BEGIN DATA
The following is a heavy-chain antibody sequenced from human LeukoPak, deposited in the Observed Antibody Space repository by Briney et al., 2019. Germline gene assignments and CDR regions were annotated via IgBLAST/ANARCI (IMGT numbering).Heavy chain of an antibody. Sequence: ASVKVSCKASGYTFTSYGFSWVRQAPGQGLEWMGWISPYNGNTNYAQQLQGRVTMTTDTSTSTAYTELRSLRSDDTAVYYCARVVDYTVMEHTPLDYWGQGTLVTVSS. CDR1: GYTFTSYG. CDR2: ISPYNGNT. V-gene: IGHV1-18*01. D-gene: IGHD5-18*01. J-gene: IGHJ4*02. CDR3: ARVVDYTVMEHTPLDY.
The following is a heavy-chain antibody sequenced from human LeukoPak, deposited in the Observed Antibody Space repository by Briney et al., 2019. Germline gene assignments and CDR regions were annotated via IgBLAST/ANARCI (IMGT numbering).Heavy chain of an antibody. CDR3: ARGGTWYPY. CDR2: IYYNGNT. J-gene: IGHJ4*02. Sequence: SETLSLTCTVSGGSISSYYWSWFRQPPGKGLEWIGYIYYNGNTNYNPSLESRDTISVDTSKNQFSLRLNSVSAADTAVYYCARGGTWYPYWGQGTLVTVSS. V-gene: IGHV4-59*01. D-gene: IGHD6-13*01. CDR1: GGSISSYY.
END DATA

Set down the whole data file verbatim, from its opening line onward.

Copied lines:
The following is a heavy-chain antibody sequenced from human LeukoPak, deposited in the Observed Antibody Space repository by Briney et al., 2019. Germline gene assignments and CDR regions were annotated via IgBLAST/ANARCI (IMGT numbering).Heavy chain of an antibody. Sequence: ASVKVSCKASGYTFTSYGFSWVRQAPGQGLEWMGWISPYNGNTNYAQQLQGRVTMTTDTSTSTAYTELRSLRSDDTAVYYCARVVDYTVMEHTPLDYWGQGTLVTVSS. CDR1: GYTFTSYG. CDR2: ISPYNGNT. V-gene: IGHV1-18*01. D-gene: IGHD5-18*01. J-gene: IGHJ4*02. CDR3: ARVVDYTVMEHTPLDY.
The following is a heavy-chain antibody sequenced from human LeukoPak, deposited in the Observed Antibody Space repository by Briney et al., 2019. Germline gene assignments and CDR regions were annotated via IgBLAST/ANARCI (IMGT numbering).Heavy chain of an antibody. CDR3: ARGGTWYPY. CDR2: IYYNGNT. J-gene: IGHJ4*02. Sequence: SETLSLTCTVSGGSISSYYWSWFRQPPGKGLEWIGYIYYNGNTNYNPSLESRDTISVDTSKNQFSLRLNSVSAADTAVYYCARGGTWYPYWGQGTLVTVSS. V-gene: IGHV4-59*01. D-gene: IGHD6-13*01. CDR1: GGSISSYY.